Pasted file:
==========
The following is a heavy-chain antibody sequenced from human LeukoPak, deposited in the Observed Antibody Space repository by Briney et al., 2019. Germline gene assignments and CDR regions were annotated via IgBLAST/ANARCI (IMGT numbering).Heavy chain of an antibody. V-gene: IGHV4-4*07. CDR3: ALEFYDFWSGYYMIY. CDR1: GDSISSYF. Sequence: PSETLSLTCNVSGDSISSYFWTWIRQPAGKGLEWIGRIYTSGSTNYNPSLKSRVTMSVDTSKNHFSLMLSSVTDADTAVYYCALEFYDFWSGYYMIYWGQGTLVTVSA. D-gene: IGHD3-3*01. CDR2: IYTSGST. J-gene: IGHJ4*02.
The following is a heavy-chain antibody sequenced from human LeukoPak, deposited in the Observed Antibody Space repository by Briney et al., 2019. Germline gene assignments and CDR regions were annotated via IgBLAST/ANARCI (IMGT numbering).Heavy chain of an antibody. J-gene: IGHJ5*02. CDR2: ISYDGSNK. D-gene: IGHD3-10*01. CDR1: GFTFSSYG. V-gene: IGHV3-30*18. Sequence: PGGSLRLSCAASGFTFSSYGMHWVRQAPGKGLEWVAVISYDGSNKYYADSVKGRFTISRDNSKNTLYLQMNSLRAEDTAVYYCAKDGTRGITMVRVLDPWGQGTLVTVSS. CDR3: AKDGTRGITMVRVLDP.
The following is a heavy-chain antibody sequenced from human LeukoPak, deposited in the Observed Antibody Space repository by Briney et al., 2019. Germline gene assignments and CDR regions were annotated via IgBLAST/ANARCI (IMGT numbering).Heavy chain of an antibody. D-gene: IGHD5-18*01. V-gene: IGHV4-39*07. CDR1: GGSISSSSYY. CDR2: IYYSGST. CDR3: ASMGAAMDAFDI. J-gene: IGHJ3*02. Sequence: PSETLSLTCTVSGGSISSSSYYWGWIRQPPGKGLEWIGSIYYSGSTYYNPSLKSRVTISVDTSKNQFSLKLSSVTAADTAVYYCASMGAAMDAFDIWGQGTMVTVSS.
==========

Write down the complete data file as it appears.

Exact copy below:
The following is a heavy-chain antibody sequenced from human LeukoPak, deposited in the Observed Antibody Space repository by Briney et al., 2019. Germline gene assignments and CDR regions were annotated via IgBLAST/ANARCI (IMGT numbering).Heavy chain of an antibody. V-gene: IGHV4-4*07. CDR3: ALEFYDFWSGYYMIY. CDR1: GDSISSYF. Sequence: PSETLSLTCNVSGDSISSYFWTWIRQPAGKGLEWIGRIYTSGSTNYNPSLKSRVTMSVDTSKNHFSLMLSSVTDADTAVYYCALEFYDFWSGYYMIYWGQGTLVTVSA. D-gene: IGHD3-3*01. CDR2: IYTSGST. J-gene: IGHJ4*02.
The following is a heavy-chain antibody sequenced from human LeukoPak, deposited in the Observed Antibody Space repository by Briney et al., 2019. Germline gene assignments and CDR regions were annotated via IgBLAST/ANARCI (IMGT numbering).Heavy chain of an antibody. J-gene: IGHJ5*02. CDR2: ISYDGSNK. D-gene: IGHD3-10*01. CDR1: GFTFSSYG. V-gene: IGHV3-30*18. Sequence: PGGSLRLSCAASGFTFSSYGMHWVRQAPGKGLEWVAVISYDGSNKYYADSVKGRFTISRDNSKNTLYLQMNSLRAEDTAVYYCAKDGTRGITMVRVLDPWGQGTLVTVSS. CDR3: AKDGTRGITMVRVLDP.
The following is a heavy-chain antibody sequenced from human LeukoPak, deposited in the Observed Antibody Space repository by Briney et al., 2019. Germline gene assignments and CDR regions were annotated via IgBLAST/ANARCI (IMGT numbering).Heavy chain of an antibody. D-gene: IGHD5-18*01. V-gene: IGHV4-39*07. CDR1: GGSISSSSYY. CDR2: IYYSGST. CDR3: ASMGAAMDAFDI. J-gene: IGHJ3*02. Sequence: PSETLSLTCTVSGGSISSSSYYWGWIRQPPGKGLEWIGSIYYSGSTYYNPSLKSRVTISVDTSKNQFSLKLSSVTAADTAVYYCASMGAAMDAFDIWGQGTMVTVSS.